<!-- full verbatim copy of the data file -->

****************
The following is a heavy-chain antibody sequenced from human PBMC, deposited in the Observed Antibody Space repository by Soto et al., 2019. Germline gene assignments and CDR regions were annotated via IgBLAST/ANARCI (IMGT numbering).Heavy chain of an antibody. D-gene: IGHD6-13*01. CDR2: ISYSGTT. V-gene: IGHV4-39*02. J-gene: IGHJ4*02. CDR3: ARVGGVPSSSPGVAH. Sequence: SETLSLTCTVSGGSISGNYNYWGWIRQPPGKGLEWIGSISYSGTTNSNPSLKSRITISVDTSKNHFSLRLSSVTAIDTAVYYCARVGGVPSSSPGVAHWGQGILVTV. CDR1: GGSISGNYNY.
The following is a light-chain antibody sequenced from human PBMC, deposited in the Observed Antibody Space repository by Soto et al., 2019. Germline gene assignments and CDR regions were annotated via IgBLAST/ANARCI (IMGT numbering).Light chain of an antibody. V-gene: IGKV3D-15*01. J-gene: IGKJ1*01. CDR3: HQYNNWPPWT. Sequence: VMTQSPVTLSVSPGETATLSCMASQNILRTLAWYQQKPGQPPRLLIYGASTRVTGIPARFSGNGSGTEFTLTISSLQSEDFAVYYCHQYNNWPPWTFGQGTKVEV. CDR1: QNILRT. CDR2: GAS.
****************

The following is a heavy-chain antibody sequenced from human PBMC, deposited in the Observed Antibody Space repository by Soto et al., 2019. Germline gene assignments and CDR regions were annotated via IgBLAST/ANARCI (IMGT numbering).Heavy chain of an antibody. D-gene: IGHD6-13*01. CDR2: ISYSGTT. V-gene: IGHV4-39*02. J-gene: IGHJ4*02. CDR3: ARVGGVPSSSPGVAH. Sequence: SETLSLTCTVSGGSISGNYNYWGWIRQPPGKGLEWIGSISYSGTTNSNPSLKSRITISVDTSKNHFSLRLSSVTAIDTAVYYCARVGGVPSSSPGVAHWGQGILVTV. CDR1: GGSISGNYNY.
The following is a light-chain antibody sequenced from human PBMC, deposited in the Observed Antibody Space repository by Soto et al., 2019. Germline gene assignments and CDR regions were annotated via IgBLAST/ANARCI (IMGT numbering).Light chain of an antibody. V-gene: IGKV3D-15*01. J-gene: IGKJ1*01. CDR3: HQYNNWPPWT. Sequence: VMTQSPVTLSVSPGETATLSCMASQNILRTLAWYQQKPGQPPRLLIYGASTRVTGIPARFSGNGSGTEFTLTISSLQSEDFAVYYCHQYNNWPPWTFGQGTKVEV. CDR1: QNILRT. CDR2: GAS.